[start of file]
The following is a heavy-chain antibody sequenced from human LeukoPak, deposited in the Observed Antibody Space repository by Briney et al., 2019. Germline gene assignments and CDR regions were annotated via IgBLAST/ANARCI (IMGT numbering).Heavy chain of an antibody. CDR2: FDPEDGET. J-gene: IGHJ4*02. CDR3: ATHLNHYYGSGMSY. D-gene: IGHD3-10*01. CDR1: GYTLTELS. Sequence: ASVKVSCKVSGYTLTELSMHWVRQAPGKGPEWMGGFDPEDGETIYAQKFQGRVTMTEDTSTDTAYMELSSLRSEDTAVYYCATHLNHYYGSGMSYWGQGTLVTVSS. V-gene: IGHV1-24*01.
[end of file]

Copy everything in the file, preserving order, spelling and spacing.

The following is a heavy-chain antibody sequenced from human LeukoPak, deposited in the Observed Antibody Space repository by Briney et al., 2019. Germline gene assignments and CDR regions were annotated via IgBLAST/ANARCI (IMGT numbering).Heavy chain of an antibody. CDR2: FDPEDGET. J-gene: IGHJ4*02. CDR3: ATHLNHYYGSGMSY. D-gene: IGHD3-10*01. CDR1: GYTLTELS. Sequence: ASVKVSCKVSGYTLTELSMHWVRQAPGKGPEWMGGFDPEDGETIYAQKFQGRVTMTEDTSTDTAYMELSSLRSEDTAVYYCATHLNHYYGSGMSYWGQGTLVTVSS. V-gene: IGHV1-24*01.